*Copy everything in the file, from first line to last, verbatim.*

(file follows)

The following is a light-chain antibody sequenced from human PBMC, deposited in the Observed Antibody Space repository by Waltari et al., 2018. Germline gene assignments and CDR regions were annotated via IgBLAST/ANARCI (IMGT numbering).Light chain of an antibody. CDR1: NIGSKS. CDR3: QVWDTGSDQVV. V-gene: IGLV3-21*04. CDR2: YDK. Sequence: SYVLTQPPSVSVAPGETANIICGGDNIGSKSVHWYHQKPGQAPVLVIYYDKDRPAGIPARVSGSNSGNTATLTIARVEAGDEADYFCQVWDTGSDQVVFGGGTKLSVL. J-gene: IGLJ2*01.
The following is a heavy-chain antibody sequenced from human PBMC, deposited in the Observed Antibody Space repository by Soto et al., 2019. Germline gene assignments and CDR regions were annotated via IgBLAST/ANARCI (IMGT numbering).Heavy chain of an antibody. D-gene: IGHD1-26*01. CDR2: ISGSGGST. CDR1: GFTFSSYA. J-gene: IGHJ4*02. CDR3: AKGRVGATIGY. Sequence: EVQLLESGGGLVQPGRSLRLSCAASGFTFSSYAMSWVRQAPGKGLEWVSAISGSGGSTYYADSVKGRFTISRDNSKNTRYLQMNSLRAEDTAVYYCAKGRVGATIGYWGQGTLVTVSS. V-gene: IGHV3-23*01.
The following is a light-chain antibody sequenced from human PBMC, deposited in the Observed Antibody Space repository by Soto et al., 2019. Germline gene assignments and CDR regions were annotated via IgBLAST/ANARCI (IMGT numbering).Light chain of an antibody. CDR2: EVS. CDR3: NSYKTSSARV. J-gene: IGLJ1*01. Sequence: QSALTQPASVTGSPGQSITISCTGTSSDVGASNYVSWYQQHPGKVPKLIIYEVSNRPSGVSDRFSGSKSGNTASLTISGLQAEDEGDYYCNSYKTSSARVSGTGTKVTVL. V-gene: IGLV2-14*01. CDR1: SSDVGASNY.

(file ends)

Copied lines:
The following is a light-chain antibody sequenced from human PBMC, deposited in the Observed Antibody Space repository by Waltari et al., 2018. Germline gene assignments and CDR regions were annotated via IgBLAST/ANARCI (IMGT numbering).Light chain of an antibody. CDR1: NIGSKS. CDR3: QVWDTGSDQVV. V-gene: IGLV3-21*04. CDR2: YDK. Sequence: SYVLTQPPSVSVAPGETANIICGGDNIGSKSVHWYHQKPGQAPVLVIYYDKDRPAGIPARVSGSNSGNTATLTIARVEAGDEADYFCQVWDTGSDQVVFGGGTKLSVL. J-gene: IGLJ2*01.
The following is a heavy-chain antibody sequenced from human PBMC, deposited in the Observed Antibody Space repository by Soto et al., 2019. Germline gene assignments and CDR regions were annotated via IgBLAST/ANARCI (IMGT numbering).Heavy chain of an antibody. D-gene: IGHD1-26*01. CDR2: ISGSGGST. CDR1: GFTFSSYA. J-gene: IGHJ4*02. CDR3: AKGRVGATIGY. Sequence: EVQLLESGGGLVQPGRSLRLSCAASGFTFSSYAMSWVRQAPGKGLEWVSAISGSGGSTYYADSVKGRFTISRDNSKNTRYLQMNSLRAEDTAVYYCAKGRVGATIGYWGQGTLVTVSS. V-gene: IGHV3-23*01.
The following is a light-chain antibody sequenced from human PBMC, deposited in the Observed Antibody Space repository by Soto et al., 2019. Germline gene assignments and CDR regions were annotated via IgBLAST/ANARCI (IMGT numbering).Light chain of an antibody. CDR2: EVS. CDR3: NSYKTSSARV. J-gene: IGLJ1*01. Sequence: QSALTQPASVTGSPGQSITISCTGTSSDVGASNYVSWYQQHPGKVPKLIIYEVSNRPSGVSDRFSGSKSGNTASLTISGLQAEDEGDYYCNSYKTSSARVSGTGTKVTVL. V-gene: IGLV2-14*01. CDR1: SSDVGASNY.